Repeated adjournment of matters 'for orders' after arguments are heard is impermissible

Y N Gupta Vs M A Ramzana

Delhi HC

24/12/2019

CM (M) 1827/2019

About/from the judgment:

The High Court has stated that the practice of trial courts adjourning matters repeatedly 'FOR ORDERS' and then not pronouncing orders was impermissible.

The Court has asserted that repeated adjournment of matters for orders reflected extremely poorly on the Court system as after arguments are heard, there is an obligation on courts to pass orders within a reasonable time.

An eviction petition under Section 14(1)(e) of the Delhi Rent Control Act, 1958, was filed by the Landlord (Petitioner), who was being represented through legal heirs, in respect of a shop in Connaught Place, New Delhi.

 

Leave to defend was sought by the Tenant, which was rejected by the Rent Controller (RC) in August, 2018.

 

Subsequently, execution of the eviction decree was sought and objections were filed in the eviction petition. The objections were dismissed by the RC in March, 2019.

 

The Tenant then filed an appeal before the Rent Control Tribunal (RCT).

 

Even though the Petitioner had preferred a caveat, neither was notice served upon the caveator nor was the court informed of the caveat.

 

Therefore, by an order dated April 2, 2019, the decree for eviction was stayed by the RCT which was presided by the District & Sessions Judge.

 

Eventually, on April 5, the Petitioner appeared before the court.

On April 9, after the parties were heard on the question of vacation of stay and on prayer for dismissal of appeal on the ground of non-maintainability, and orders were reserved by the Court for April 15, 2019.

 

Thereafter, the case was heard and adjourned for orders on almost every date.

 

On May 9, although the matter was listed for orders, the court stated that certain clarifications were required and adjourned it for “clarifications, if any/orders” to May 10.

 

In the hearing held on May 16, 2019, the appeal was heard and the matter was listed for further arguments for July 10, 2019.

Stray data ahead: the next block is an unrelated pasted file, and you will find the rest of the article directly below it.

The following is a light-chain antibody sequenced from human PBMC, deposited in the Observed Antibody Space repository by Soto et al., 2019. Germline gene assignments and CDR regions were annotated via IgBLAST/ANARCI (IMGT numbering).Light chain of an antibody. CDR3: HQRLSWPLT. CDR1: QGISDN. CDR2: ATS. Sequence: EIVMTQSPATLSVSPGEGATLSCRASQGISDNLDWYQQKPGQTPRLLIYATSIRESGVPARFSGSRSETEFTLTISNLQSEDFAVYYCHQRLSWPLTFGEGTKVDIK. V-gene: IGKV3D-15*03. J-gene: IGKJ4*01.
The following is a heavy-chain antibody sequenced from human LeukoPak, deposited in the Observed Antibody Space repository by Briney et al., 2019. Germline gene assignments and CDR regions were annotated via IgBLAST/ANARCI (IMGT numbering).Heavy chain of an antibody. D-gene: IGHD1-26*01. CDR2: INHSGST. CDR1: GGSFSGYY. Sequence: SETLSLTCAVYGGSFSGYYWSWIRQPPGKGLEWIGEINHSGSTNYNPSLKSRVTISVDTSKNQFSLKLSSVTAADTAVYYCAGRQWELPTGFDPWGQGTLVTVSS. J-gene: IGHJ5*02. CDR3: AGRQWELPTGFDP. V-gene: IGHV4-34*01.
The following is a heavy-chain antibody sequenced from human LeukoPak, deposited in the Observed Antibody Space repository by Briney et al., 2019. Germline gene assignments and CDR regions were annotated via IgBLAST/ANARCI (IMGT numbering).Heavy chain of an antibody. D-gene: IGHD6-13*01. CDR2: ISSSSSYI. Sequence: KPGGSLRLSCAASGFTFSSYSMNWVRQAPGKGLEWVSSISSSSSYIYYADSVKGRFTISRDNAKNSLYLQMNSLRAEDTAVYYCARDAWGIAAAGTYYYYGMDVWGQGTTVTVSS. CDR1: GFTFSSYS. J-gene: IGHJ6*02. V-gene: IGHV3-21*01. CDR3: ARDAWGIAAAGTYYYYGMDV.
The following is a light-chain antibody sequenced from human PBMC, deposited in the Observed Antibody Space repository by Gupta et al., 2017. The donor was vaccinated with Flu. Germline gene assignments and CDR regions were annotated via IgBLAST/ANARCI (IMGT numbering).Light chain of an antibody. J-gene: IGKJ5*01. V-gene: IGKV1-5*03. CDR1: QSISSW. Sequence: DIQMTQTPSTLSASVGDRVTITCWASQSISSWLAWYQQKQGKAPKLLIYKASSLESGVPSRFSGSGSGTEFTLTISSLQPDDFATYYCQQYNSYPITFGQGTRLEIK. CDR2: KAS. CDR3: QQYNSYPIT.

Subsequently, the matter was re-heard by a new District & Sessions Judge.

 

After several hearings, on December 13, 2019, the case was again listed for further arguments on a date in January, 2020.

In its 12-page order passed in the petition, the Delhi High Court, at the outset, recorded,

 

"The practice of trial courts adjourning matters repeatedly `FOR ORDERS’ and not pronouncing orders, has attained epidemic proportions, as is being seen in several matters."Justice Singh

The Court thereafter perused the record from the RCT and stated,

More than 10 hearings had taken place, however, the orders were yet to be pronounced.. the above chronology of events shows that despite the matter being repeatedly heard and repeatedly listed for orders on the application for vacation of stay and on maintainability, orders are not being passed by the ld. RCT.”

 

The Court thus iterated that it was impermissible for courts to repeatedly adjourn cases for orders after arguments are heard.

Relying on the Supreme Court’s decision in Anil Rai v. State of Bihar (2001), the Court noted that once matters are reserved for orders, usually, the same should be pronounced within a time schedule.

 

It added the pronouncement of judgments in the civil case should not be permitted to go beyond two months and six weeks in any other case.

 

The Court observed that the practice of repeated adjournments in cases listed for orders could not be permitted as it reflected poorly on the system and litigants would lose faith.

 

It thus opined that once arguments are heard, the Court has an obligation to pass orders within a reasonable time.

 

“The repeated adjourning of matters for orders reflects extremely poorly on the Court system. Litigants would lose faith if orders are not passed by the Court after arguments are heard. Such a practice cannot be permitted. Once arguments are heard, the Court has an obligation to pass orders within a reasonable time. Repeated hearing of arguments also increases the litigation costs for litigants, as they have to incur expenses for legal representation, etc., Such a practice would also make access to justice unaffordable.”Delhi High Court

 

In view of the above, the Court directed the District & Sessions Judge to conclude the hearing on the date fixed in January, 2020 and pass orders within one week thereafter.

Read the Judgment

Knowledge and content of about almost all their respective descriptions are borrowed from law-related blogs and websites, we, therefore, wish to give proper credit to all the respective law-related blogs and websites like LiveLaw, Bar and Bench, LatestLaws, PathLegal, FirstLaw, Lawctopus, IndianKanoon, Manupatra, LegallyIndia etc.. Many of the judgments are also taken from them websites of Hon'ble Supreme Court and other respective Hon'ble High Courts!

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